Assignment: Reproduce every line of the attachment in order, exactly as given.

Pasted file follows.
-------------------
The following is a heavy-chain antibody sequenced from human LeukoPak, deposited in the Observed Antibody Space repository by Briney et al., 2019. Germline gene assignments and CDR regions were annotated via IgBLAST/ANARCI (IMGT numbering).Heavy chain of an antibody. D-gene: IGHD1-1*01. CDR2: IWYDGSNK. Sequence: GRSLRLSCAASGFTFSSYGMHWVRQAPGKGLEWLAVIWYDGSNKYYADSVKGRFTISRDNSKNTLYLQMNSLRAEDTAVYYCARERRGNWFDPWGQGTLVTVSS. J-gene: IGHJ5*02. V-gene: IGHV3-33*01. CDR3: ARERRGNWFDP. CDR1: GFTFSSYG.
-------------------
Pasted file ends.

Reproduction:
The following is a heavy-chain antibody sequenced from human LeukoPak, deposited in the Observed Antibody Space repository by Briney et al., 2019. Germline gene assignments and CDR regions were annotated via IgBLAST/ANARCI (IMGT numbering).Heavy chain of an antibody. D-gene: IGHD1-1*01. CDR2: IWYDGSNK. Sequence: GRSLRLSCAASGFTFSSYGMHWVRQAPGKGLEWLAVIWYDGSNKYYADSVKGRFTISRDNSKNTLYLQMNSLRAEDTAVYYCARERRGNWFDPWGQGTLVTVSS. J-gene: IGHJ5*02. V-gene: IGHV3-33*01. CDR3: ARERRGNWFDP. CDR1: GFTFSSYG.